Roth IRA Rules

Since it’s inception on January 2, 1998 the Roth IRA (Individual Retirement Arrangement) has become one of the most popular investment opportunities for those who want to start building a nest egg for retirement. It’s fairly straightforward and easy to understand but, since it’s your retirement account we’re talking about and you want to make sure there’s plenty of it to go around when you’re ready for it, then you need to make sure you understand the Roth IRA Rules before you go aimlessly investing your money.

Tax Exempt or Tax Deferred?

One of the main differences between a Roth IRA and a standard IRA is the way the taxes are handled. An investment to a standard IRA is tax deferred meaning that you deduct the amount you’re contributing from your total annual income before you efile and pay your taxes. The benefit of this type of IRA is that you’ll lower your annual tax bill each year you contribute. However, you’ll be taxed when you start withdrawing.

Your contribution to a Roth IRA is tax exempt meaning it does not effect your adjusted gross income. However, when you withdraw it at retirement age you don’t have to pay any more taxes. The benefit with the Roth IRA is that you won’t have to worry about paying taxes on your money when it comes time for withdrawal. However, if tax rates have dropped significantly since you first started saving, you may have lost money over the years.

Other Roth IRA Rules and Regulations

Must be income – Another one of the most important Roth IRA rules is that all contributions must come from your taxable income. Meaning you can not use inheritance money to fund your Roth IRA. Since you won’t be paying taxes on your money when you withdraw it, Uncle Sam wants to make sure you paid taxes on it before you deposited it. This income can come from wages, tips, bonuses, earnings on investments, etc., but it must be taxable income.

It’s also important to note here that you can have more than one Roth IRA. However, you need to be careful. Should your combined contributions exceed your income for the year the IRS will get suspicious. They’re very serious about using taxable income only for your contributions. Keep in mind too that, after you retire, if you have no taxable income, you’ll no longer be able to contribute to your Roth.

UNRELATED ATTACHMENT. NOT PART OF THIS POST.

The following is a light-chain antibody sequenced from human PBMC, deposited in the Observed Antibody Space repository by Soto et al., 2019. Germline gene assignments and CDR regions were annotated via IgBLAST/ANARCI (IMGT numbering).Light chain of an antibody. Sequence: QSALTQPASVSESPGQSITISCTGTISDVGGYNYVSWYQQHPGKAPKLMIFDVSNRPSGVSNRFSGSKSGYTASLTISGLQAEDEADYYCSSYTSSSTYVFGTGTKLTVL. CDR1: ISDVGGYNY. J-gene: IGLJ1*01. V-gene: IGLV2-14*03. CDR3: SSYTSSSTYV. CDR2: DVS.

Mandatory withdrawal – With a standard IRA you must begin taking payouts when you reach the age of 70 ½. Roth IRA rules state that since the government has already taxed your contributions, you have no penalty for withdrawal, you have no mandatory withdrawal age, and you never even have to withdraw the money if you don’t want to.

Contribution limits – Contributions to any type of IRA are currently limited to $5,000 per year into each account. You have from January 1 of one year to April 15 of the next to make contributions to your account. Keep in mind, if you’re adding to your account between January and April you’ll want to let your accountant know in which year you want the contribution to fall.

Earnings limits – One drawback on a Roth IRA is that your income cannot exceed $105,000 annually. If contributing to a joint account your combined incomes can’t exceed $166,000. However, there are guidelines established, called phased out eligibility, that allow for contributions on incomes of up to $120,000 and $176,000 respectively and your accountant will have more details.

Age restrictions – There are no age restrictions on a Roth IRA which makes it very attractive for young people to get a head start on saving for their retirement.

Withdrawal penalties – One of the most often overlooked Roth IRA rules states that if you withdraw money before the age of 59 you’ll incur a 10% early withdrawal penalty. On top of that you’re going to have to pay the taxes on the amount of money you withdraw. Depending on the size of the distribution you take when you add up the taxes and the early withdrawal penalty you could be looking at a substantial chunk of money.

All things considered the Roth IRA is generally the most often recommended way to go for setting up a retirement account. If you’re in doubt, and your income falls below $105,000 a year then you’re generally safe going with the Roth. So stop researching, stop hesitating, just do it! When you reach retirement age you’ll be glad you did.